Examples of Searches

Here are some of the searches that you can do with answers in an answer box. I’ve put the ones that I use the most frequently first. Try out the queries that interest you:

  • picture of public domain whale or picture of whale CC0 (or other animal)
  • thank you in finnish (try other words in other languages) or type translate to get a translation widget
  • weather in prague (or other location)
  • time in Ottawa (can also phrase as a question)
  • timer, 2 minutes timer or stopwatch
  • calories in an egg (replace for other food)
  • 3 euros in czk or 1 ft in cm (replace the number and the units; can also phrase as a question)
  • calculator (or enter in a calculation)
  • define data visualization
  • population of prague (or other public data)
  • BA853 (or other flight number)
  • PRG to YOW (or other airport codes)
  • prague to vienna
  • sunrise prague or sunset prague (or other location or zip code)
  • sweet potato nutrition or sweet potato facts (or other food)
  • where was einstein born (or other quick facts)
  • easter (or other public holiday)
  • how to bake beets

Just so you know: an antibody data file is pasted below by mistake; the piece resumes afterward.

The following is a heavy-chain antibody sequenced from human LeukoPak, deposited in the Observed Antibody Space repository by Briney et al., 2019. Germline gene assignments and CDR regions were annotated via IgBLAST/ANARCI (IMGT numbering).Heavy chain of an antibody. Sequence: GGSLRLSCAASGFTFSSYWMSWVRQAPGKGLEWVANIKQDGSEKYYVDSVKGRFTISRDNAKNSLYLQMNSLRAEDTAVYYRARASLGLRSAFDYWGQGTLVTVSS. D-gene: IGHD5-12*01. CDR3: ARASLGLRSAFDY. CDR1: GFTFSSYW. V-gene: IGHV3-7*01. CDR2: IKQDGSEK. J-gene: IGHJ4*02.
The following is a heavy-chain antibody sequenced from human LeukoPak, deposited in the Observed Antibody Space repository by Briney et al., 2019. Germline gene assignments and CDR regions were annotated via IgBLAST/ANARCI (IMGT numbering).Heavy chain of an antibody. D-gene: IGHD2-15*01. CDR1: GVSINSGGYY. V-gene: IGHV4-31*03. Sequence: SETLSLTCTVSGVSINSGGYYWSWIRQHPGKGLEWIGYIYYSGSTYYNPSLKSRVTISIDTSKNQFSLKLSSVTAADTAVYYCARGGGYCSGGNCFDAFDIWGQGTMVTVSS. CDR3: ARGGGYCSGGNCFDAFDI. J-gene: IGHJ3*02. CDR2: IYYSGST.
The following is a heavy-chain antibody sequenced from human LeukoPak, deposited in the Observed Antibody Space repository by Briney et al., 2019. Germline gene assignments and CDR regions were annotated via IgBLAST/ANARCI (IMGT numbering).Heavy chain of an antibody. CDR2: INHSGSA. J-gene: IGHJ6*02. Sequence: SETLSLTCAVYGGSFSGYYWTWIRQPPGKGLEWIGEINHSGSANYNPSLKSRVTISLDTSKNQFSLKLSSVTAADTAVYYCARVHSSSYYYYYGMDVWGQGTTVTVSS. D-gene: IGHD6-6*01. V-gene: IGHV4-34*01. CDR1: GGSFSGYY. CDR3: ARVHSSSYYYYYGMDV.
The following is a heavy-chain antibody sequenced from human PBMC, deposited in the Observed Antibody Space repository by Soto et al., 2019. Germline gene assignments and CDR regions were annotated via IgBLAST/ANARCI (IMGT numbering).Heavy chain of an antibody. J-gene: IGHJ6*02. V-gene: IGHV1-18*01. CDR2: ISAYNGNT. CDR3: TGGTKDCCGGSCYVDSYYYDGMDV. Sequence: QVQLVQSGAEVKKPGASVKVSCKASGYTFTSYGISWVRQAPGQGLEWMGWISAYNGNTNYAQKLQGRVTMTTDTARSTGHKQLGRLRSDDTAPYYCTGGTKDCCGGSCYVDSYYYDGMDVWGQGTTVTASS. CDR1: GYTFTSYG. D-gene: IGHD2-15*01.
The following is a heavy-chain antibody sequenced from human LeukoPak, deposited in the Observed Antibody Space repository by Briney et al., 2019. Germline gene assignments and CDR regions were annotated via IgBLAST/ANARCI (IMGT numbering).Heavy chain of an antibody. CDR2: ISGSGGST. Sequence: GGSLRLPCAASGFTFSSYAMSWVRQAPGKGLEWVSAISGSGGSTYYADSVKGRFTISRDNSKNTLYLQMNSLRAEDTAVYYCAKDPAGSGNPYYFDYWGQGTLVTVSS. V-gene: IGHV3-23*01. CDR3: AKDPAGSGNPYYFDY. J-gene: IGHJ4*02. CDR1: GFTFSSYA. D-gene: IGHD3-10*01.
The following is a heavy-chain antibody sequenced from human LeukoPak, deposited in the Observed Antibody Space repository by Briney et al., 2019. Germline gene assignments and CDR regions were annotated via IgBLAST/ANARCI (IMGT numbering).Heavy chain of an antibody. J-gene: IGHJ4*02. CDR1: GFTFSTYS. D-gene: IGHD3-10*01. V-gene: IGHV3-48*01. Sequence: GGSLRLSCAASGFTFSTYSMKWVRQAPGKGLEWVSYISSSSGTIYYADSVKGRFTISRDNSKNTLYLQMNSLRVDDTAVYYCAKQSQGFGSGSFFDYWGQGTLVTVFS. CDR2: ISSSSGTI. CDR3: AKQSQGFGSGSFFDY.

• flip a coin
  • roll a die
  • attractions prague (or other location)
  • goog (or other stock symbol)
  • asthma (or other medical condition, works better at http://google.com rather than http://google.cz – try both)
  • fox origin (or other word)
  • my events or my reservations or my flights
  • show me my photos in march 2016 (if you use Google photos)
  • area of a circle (or other shape)
  • volume of a cube (or other solid)
  • y=x^2 (or other formula)
  • what does a cat say (works for 10 animals; no fox :()
  • metronome

And now for the fun queries:

  • askew
  • do a barrel roll
  • zerg rush
  • google in 1998
  • atari breakout (image search)

Note that I usually type my search query to be as short as possible.

search queries

Sources: